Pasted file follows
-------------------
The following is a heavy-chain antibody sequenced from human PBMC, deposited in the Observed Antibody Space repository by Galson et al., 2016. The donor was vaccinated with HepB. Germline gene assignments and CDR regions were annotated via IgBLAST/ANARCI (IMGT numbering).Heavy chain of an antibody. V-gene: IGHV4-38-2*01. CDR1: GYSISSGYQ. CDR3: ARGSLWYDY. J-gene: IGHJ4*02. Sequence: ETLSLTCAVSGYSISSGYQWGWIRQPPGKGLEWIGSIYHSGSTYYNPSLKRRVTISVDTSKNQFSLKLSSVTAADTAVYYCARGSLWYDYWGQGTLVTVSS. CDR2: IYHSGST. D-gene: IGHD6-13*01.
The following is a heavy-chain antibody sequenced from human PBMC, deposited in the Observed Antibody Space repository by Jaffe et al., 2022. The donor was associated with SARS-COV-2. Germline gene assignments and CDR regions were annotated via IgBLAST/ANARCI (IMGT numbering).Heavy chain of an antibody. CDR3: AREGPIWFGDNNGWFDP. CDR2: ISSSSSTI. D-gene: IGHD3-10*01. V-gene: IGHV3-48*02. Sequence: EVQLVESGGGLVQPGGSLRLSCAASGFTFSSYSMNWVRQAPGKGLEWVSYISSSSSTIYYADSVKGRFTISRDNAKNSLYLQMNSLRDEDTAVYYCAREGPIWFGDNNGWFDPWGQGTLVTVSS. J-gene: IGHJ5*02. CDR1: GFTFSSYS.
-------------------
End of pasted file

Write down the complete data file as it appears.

The following is a heavy-chain antibody sequenced from human PBMC, deposited in the Observed Antibody Space repository by Galson et al., 2016. The donor was vaccinated with HepB. Germline gene assignments and CDR regions were annotated via IgBLAST/ANARCI (IMGT numbering).Heavy chain of an antibody. V-gene: IGHV4-38-2*01. CDR1: GYSISSGYQ. CDR3: ARGSLWYDY. J-gene: IGHJ4*02. Sequence: ETLSLTCAVSGYSISSGYQWGWIRQPPGKGLEWIGSIYHSGSTYYNPSLKRRVTISVDTSKNQFSLKLSSVTAADTAVYYCARGSLWYDYWGQGTLVTVSS. CDR2: IYHSGST. D-gene: IGHD6-13*01.
The following is a heavy-chain antibody sequenced from human PBMC, deposited in the Observed Antibody Space repository by Jaffe et al., 2022. The donor was associated with SARS-COV-2. Germline gene assignments and CDR regions were annotated via IgBLAST/ANARCI (IMGT numbering).Heavy chain of an antibody. CDR3: AREGPIWFGDNNGWFDP. CDR2: ISSSSSTI. D-gene: IGHD3-10*01. V-gene: IGHV3-48*02. Sequence: EVQLVESGGGLVQPGGSLRLSCAASGFTFSSYSMNWVRQAPGKGLEWVSYISSSSSTIYYADSVKGRFTISRDNAKNSLYLQMNSLRDEDTAVYYCAREGPIWFGDNNGWFDPWGQGTLVTVSS. J-gene: IGHJ5*02. CDR1: GFTFSSYS.